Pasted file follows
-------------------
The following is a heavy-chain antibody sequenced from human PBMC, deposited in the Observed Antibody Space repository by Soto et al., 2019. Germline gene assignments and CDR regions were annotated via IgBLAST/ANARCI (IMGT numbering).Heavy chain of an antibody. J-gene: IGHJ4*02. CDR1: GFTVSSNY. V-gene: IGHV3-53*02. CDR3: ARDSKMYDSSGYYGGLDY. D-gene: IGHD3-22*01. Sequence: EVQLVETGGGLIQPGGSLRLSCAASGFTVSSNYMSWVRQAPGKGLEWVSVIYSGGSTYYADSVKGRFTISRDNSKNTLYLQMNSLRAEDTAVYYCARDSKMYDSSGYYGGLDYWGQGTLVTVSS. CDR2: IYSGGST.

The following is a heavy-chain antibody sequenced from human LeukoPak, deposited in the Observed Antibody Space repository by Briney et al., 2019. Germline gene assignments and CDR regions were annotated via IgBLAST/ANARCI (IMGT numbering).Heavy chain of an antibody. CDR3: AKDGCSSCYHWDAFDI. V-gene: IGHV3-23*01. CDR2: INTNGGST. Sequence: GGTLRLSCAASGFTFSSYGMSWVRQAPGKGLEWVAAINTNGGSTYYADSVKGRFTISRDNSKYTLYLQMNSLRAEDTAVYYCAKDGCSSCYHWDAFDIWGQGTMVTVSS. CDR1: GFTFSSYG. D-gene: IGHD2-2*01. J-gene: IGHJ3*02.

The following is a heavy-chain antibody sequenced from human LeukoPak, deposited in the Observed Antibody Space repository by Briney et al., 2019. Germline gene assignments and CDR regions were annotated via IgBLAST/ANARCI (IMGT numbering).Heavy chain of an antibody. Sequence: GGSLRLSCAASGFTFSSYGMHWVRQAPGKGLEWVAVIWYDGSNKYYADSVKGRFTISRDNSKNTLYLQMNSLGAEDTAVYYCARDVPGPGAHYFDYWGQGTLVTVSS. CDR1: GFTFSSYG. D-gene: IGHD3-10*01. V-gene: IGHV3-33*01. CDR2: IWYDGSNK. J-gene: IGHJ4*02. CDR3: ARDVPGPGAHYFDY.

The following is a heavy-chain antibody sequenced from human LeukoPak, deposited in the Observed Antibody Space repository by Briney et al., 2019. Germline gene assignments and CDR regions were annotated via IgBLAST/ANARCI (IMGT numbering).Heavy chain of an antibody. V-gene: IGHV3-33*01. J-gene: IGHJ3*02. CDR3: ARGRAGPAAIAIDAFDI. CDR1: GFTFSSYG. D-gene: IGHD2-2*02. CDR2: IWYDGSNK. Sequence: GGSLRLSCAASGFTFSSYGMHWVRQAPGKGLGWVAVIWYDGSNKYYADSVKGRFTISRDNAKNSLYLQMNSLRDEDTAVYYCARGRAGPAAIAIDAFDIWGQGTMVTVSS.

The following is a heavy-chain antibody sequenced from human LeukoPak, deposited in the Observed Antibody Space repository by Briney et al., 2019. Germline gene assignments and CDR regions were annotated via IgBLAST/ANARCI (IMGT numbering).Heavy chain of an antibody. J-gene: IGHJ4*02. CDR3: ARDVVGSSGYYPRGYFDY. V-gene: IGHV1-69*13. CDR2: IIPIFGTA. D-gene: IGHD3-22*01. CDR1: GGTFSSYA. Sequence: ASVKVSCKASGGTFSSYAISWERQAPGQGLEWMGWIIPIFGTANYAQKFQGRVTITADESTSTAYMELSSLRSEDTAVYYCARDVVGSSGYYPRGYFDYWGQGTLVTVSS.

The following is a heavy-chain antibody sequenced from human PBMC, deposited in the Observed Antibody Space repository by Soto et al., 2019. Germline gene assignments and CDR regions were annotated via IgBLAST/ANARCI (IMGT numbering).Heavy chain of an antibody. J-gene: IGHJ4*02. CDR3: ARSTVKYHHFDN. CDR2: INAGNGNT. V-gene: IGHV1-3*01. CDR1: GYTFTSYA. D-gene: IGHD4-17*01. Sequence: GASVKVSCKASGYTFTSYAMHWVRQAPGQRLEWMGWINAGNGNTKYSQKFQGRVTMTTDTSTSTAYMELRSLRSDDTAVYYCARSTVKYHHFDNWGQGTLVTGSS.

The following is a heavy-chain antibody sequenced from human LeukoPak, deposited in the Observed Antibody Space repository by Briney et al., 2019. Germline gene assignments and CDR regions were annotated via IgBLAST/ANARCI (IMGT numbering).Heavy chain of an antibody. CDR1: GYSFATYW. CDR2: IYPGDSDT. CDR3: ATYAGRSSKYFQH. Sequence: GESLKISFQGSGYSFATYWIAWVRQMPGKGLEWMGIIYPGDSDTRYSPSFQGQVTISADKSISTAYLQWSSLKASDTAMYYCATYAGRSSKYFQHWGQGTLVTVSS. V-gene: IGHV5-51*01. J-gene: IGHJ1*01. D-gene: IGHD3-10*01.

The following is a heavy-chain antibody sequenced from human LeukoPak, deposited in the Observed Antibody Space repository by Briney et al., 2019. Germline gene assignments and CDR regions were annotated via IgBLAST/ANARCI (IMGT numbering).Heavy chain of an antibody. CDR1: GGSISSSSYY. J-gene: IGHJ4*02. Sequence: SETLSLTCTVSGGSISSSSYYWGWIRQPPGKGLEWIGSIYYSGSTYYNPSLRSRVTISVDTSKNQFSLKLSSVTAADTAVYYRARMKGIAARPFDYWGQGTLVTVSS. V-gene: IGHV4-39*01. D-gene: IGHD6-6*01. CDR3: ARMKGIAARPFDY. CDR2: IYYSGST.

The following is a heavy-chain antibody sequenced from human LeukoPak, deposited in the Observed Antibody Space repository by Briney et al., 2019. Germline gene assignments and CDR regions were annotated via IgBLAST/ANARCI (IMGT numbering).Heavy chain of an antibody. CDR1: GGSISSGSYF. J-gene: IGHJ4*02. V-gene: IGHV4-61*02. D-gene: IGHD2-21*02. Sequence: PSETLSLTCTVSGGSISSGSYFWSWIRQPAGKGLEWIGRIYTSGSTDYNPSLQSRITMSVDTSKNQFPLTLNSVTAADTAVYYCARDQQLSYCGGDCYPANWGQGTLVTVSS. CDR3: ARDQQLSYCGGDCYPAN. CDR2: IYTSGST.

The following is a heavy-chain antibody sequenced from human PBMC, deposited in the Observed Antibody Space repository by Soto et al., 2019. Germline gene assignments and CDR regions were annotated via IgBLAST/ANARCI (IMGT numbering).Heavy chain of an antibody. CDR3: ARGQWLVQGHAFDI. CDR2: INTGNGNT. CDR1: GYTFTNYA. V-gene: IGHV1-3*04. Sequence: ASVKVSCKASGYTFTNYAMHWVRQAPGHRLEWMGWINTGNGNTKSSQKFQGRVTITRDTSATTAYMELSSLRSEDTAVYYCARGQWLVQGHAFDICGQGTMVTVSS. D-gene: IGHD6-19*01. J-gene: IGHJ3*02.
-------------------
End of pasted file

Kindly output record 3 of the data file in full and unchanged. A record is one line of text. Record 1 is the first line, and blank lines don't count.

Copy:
The following is a heavy-chain antibody sequenced from human LeukoPak, deposited in the Observed Antibody Space repository by Briney et al., 2019. Germline gene assignments and CDR regions were annotated via IgBLAST/ANARCI (IMGT numbering).Heavy chain of an antibody. Sequence: GGSLRLSCAASGFTFSSYGMHWVRQAPGKGLEWVAVIWYDGSNKYYADSVKGRFTISRDNSKNTLYLQMNSLGAEDTAVYYCARDVPGPGAHYFDYWGQGTLVTVSS. CDR1: GFTFSSYG. D-gene: IGHD3-10*01. V-gene: IGHV3-33*01. CDR2: IWYDGSNK. J-gene: IGHJ4*02. CDR3: ARDVPGPGAHYFDY.